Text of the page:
But: These drives may be liable to US-export regulations (because of US and crypto export laws from days long in the past), so I'm not sure if you can buy them elsewhere or if it is the same functionality. And: Usually this is also some blob ware. You don't know what it does and iirc. for some USB stick it was proven that there can be simple hacks to circumvent the security measures. I have no performance data for any of those but with dedicated ASICs there might me no palpable performance hit.

          I think ASICs like VIA Padlock, the Geode thing or the modern CPU instructions are probably still better for that case because they are likely more tested and researched. If you want real security you better add a second software-only solution on top.

          Stop TCPA, stupid software patents and corrupt politicians!

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          • #15
            Originally posted by debianxfce View Post
            Something is wrong in your computing environment if you need disk encryption and other overkill security features. Possible reasons are high 4G mobile network prices in the developing countries and a high crime rate.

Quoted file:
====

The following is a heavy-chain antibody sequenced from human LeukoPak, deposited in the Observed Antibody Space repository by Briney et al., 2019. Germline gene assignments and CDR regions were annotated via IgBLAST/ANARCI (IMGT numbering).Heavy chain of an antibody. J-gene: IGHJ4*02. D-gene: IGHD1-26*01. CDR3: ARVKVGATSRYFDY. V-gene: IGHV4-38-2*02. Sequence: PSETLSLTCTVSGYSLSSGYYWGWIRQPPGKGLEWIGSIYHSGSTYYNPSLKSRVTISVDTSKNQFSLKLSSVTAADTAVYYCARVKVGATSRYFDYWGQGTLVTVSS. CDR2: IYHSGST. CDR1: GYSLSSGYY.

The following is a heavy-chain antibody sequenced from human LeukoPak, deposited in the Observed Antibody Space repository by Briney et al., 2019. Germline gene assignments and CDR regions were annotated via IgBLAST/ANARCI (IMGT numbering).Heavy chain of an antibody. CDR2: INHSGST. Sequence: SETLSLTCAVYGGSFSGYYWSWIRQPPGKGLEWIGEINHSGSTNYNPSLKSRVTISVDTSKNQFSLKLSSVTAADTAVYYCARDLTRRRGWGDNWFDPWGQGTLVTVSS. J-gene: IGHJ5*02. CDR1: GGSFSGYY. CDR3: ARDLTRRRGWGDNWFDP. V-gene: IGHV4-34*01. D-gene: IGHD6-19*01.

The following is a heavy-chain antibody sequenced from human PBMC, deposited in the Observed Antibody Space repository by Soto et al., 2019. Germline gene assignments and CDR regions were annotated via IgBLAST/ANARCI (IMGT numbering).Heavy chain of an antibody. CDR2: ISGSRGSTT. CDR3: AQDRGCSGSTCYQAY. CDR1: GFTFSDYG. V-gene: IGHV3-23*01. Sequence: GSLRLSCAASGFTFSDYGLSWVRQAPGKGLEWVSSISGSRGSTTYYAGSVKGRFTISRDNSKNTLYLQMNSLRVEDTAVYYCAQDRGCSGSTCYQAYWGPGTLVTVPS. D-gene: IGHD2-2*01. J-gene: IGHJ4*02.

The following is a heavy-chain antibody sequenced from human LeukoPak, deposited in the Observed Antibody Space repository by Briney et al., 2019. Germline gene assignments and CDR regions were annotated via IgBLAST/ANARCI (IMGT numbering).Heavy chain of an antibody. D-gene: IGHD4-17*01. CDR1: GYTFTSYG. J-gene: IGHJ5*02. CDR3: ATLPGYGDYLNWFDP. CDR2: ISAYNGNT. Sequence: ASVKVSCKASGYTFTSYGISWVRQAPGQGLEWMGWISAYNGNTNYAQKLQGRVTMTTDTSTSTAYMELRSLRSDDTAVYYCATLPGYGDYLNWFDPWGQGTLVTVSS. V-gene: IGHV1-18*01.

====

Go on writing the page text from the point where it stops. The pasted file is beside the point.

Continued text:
I don't really see what 4G network prices have to do with this. And even in countries with a relatively low crime rate there is still a risk of laptops or hard drives getting stolen or simply lost. If that happens, it's nice to have the peace of mind that your personal documents, emails, and other data aren't floating around out there. That's why I use it on my laptop.

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            • #16
              Originally posted by bosjc View Post
              Samsung PRO SSDs have built in (AES-256-bit I think). Depends on if you trust their hardware or not, though, I suppose. Having had it before, though, I can tell you there is basically no overhead at all.
              The builtin AES generates heat which can make the NVMe drives throttle faster, which leads to lower perf after a short burst. You'd definitely want to use a heat sink.

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              • #17
                Originally posted by AndyChow View Post